All 49er fans now know--along with the rest of the national NFL audience--how good the 49ers defensive unit is, especially when it doesn't have to spend 35+ minutes on the field. The 49ers defensive scheme--a filled spread formation which effectively cut off the short to middle route passing game at which Arizona QB Kurt Warner excels--worked to perfection, and could all by itself have promised victory--had the 49ers anything like a normal, effective offensive unit. But it took 2 interceptions and 5 fumbles for the Niners to overcome their division rivals, and here's the reason why: Alex Smith.
As I've been harping about for the last two months, Alex Smith isn't an NFL quarterback. He lacks the special qualities which all successful QB's must possess in order to be a winner.
In Monday's game, Smith threw two interceptions. But the fact is, for those of us who were paying attention--not letting our surprised and delighted emotions cloud our judgment--that Smith actually "threw" four interceptions--the Arizona defenders just failed to catch those other two. How do you suppose the game would have turned out, had those other two balls been caught by the Arizona defensive backs?
Even with 7 turnovers, the outcome was still in doubt as late as the middle of the fourth quarter. Credit the SF defense for putting pressure on Warner, and for taking away his first and second options on several plays; since Warner isn't a scrambler or an improviser like Rothlisberger, he can be neutralized if you can deny him his first target, since he doesn't move well outside the pocket.
Much has been made of the "improved" San Francisco offense, since the team went with the shotgun or "spread offense" scheme under Smith. Singletary started the year using Hill, emphasizing the run. The fact is, that under Hill, the 49ers were performing much better, game on game, than they were with Smith. Why? Because Hill was a ball control quarterback.
A lot of nonsense is thrown around about great quarterbacks. Certainly Peyton Manning is a great quarterback. So was Dan Marino. These talents excelled at throwing the ball often, and throwing it long. But consider the skills and approach of Joe Montana. Montana is credited with guiding the 49ers to four Super Bowl victories, and 12 years of glory. What kind of a QB was Montana? A ball control, short gain, opportunistic QB! The West Coast Offense, largely invented by Bill Walsh and utilized by him to produce all those wins for The City by the Bay, was designed to control the game through short passes, taking what the defense gave it, and generally avoiding the long downfield passes which were the hallmark of the wide-open style of some famous NFL offenses ("Air Coryell" et al).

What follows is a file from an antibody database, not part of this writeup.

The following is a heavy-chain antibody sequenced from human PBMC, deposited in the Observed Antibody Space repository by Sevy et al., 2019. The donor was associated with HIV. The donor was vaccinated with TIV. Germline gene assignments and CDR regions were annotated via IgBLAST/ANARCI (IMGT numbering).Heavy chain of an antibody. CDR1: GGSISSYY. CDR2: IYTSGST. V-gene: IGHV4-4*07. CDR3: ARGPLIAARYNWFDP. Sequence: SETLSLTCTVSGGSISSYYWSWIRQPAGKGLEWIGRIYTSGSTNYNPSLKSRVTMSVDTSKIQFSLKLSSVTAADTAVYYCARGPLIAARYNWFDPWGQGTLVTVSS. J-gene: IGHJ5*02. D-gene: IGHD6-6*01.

The fact is that the wide open offense is on the ascendancy in the NFL today. The West Coast Offense has largely been abandoned, as more and more teams feature a high-scoring, high-risk passing-oriented approach. And it's worked. Look at the successful teams today, and what you find is that ball control--a methodical offense built around 5 yards and a cloud of dust--doesn't work anymore. Successful teams today have to expect routinely to score 30 points or more, usually in high-scoring affairs where the last team to have possession wins.
Singletary's retro vision of a smash-mouth, grind-it-out style was obviously passe. But with the world class defensive unit he's been blessed with, he could be forgiven for believing in the impossible. What might the 49ers have done with a truly aggressive, accurate, savvy mid- to long-range quarterback this year? There's been the usual excuse-making about Smith's shoulder injury, the difficulties of having to work with a different offensive coordinator each year--poor baby!--but the facts speak to other causes for his failures. There have been a few instances in which they've asked him to attempt the rare surprise long pass late in games--with disastrous results!--but on the whole, his shortcomings have been no one's fault but his own.
But the fact remains, as anyone with unjaundiced eyes can see, Alex Smith isn't that quarterback. He repeatedly makes wrong decisions, throws into coverage, and can't find his second or third option. Is he gun-shy, flustered, or just phlegmatic? Does he "get it"--i.e., does he have sufficient gumption to respond to emergencies and crises the way superior athletes do in the clutch? It hardly seems so.
Singletary may be forgiven for capitulating to necessity, and trying to determine, once and for all, whether Smith can step in and perform at the high level required of successful NFL quarterbacks. But the evidence continues to mount: Smith isn't the man, and the sooner the Niners acknowledge that, and get to work replacing him with a superior talent, the sooner they'll be contenders again.